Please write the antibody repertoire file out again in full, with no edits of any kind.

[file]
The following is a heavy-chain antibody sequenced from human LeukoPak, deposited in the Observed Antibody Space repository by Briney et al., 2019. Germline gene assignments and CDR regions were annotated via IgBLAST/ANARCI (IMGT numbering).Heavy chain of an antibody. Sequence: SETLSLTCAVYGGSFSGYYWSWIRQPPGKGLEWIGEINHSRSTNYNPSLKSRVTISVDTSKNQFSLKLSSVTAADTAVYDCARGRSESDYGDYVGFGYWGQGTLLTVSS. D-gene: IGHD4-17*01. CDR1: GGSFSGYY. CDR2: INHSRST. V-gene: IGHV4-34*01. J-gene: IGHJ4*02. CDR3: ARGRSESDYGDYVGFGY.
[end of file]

The following is a heavy-chain antibody sequenced from human LeukoPak, deposited in the Observed Antibody Space repository by Briney et al., 2019. Germline gene assignments and CDR regions were annotated via IgBLAST/ANARCI (IMGT numbering).Heavy chain of an antibody. Sequence: SETLSLTCAVYGGSFSGYYWSWIRQPPGKGLEWIGEINHSRSTNYNPSLKSRVTISVDTSKNQFSLKLSSVTAADTAVYDCARGRSESDYGDYVGFGYWGQGTLLTVSS. D-gene: IGHD4-17*01. CDR1: GGSFSGYY. CDR2: INHSRST. V-gene: IGHV4-34*01. J-gene: IGHJ4*02. CDR3: ARGRSESDYGDYVGFGY.